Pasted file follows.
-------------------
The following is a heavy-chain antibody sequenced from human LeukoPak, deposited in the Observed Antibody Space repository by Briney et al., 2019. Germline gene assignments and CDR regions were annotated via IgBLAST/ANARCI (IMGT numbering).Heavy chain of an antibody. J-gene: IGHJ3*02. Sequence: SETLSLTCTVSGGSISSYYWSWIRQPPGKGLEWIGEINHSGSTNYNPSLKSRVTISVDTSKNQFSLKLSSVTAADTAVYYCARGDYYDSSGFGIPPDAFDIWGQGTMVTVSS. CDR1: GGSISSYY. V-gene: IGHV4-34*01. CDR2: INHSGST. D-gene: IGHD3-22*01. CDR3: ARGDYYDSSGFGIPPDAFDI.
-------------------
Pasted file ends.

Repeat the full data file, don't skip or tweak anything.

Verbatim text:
The following is a heavy-chain antibody sequenced from human LeukoPak, deposited in the Observed Antibody Space repository by Briney et al., 2019. Germline gene assignments and CDR regions were annotated via IgBLAST/ANARCI (IMGT numbering).Heavy chain of an antibody. J-gene: IGHJ3*02. Sequence: SETLSLTCTVSGGSISSYYWSWIRQPPGKGLEWIGEINHSGSTNYNPSLKSRVTISVDTSKNQFSLKLSSVTAADTAVYYCARGDYYDSSGFGIPPDAFDIWGQGTMVTVSS. CDR1: GGSISSYY. V-gene: IGHV4-34*01. CDR2: INHSGST. D-gene: IGHD3-22*01. CDR3: ARGDYYDSSGFGIPPDAFDI.